A new study published in the journal Pediatrics on pain management among children reveals that Black and Hispanic kids are more likely than white youngsters suffering from long-bone fractures not to receive opioids and to be sent home in significant pain upon being discharged from emergency department (emergency room, or ER) care, reports Children’s National Hospital.


Long-bone fractures are defined as a fracture of the clavicle, humerus, ulna, radius, femur, tibia or fibula.

Researchers reviewed the emergency department’s management of pain among kids under age 18 with long-bone fractures and discovered inequalities in both process and outcomes based on race and ethnicity.

For example, although minority children were more likely to receive analgesics, such as ibuprofen and acetaminophen, and achieve greater than a two-point reduction in pain, they were also less likely to receive opioids to treat their fracture pain and optimal pain reduction. By contrast, white children with similar injury severity and pain scores received opioids and were sent home experiencing considerably less pain.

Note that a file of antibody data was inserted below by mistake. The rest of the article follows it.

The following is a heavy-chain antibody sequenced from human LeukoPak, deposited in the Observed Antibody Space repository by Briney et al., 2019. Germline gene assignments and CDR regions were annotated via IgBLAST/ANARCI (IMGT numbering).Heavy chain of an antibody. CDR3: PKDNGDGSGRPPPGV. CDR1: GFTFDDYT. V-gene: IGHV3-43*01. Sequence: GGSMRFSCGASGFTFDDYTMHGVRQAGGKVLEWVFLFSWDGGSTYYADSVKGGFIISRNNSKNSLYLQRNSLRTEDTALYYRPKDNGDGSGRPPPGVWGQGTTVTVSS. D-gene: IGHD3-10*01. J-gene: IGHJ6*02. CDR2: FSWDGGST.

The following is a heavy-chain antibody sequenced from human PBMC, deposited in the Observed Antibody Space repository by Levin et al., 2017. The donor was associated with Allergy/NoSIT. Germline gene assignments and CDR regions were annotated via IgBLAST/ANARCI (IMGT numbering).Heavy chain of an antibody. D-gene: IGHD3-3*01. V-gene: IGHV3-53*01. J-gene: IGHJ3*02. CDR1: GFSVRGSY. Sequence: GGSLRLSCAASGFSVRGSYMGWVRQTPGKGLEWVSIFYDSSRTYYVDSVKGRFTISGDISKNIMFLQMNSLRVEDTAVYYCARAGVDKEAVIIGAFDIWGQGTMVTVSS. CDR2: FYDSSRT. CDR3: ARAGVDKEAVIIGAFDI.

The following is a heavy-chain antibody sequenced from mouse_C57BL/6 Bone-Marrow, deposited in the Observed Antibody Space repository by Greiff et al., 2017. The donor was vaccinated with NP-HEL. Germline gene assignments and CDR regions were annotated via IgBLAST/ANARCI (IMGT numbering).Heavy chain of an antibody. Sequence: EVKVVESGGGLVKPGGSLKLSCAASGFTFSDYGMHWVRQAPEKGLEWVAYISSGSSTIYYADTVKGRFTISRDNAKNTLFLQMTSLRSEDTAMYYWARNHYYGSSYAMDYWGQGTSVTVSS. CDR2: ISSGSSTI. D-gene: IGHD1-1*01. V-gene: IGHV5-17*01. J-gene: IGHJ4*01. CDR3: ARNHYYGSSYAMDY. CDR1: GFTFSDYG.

“At the end of the day, we don’t want children to be in pain from their injuries. We asked, ‘Are these differences in the types of pain medications we are using affecting how well a child’s pain is managed?’” said Monika Goyal, MD, MSCE, associate division chief of emergency medicine at Children’s National Hospital and the study’s lead author.

“We understood that if we hadn’t dug deeper into the research, the disparities in care would not have been uncovered,” Goyal observed.

For related coverage, read “Study Finds Racial Disparities in Culturally Competent Cancer Care” and “Minority Infants More Likely to Receive Poor Care in NICUs.”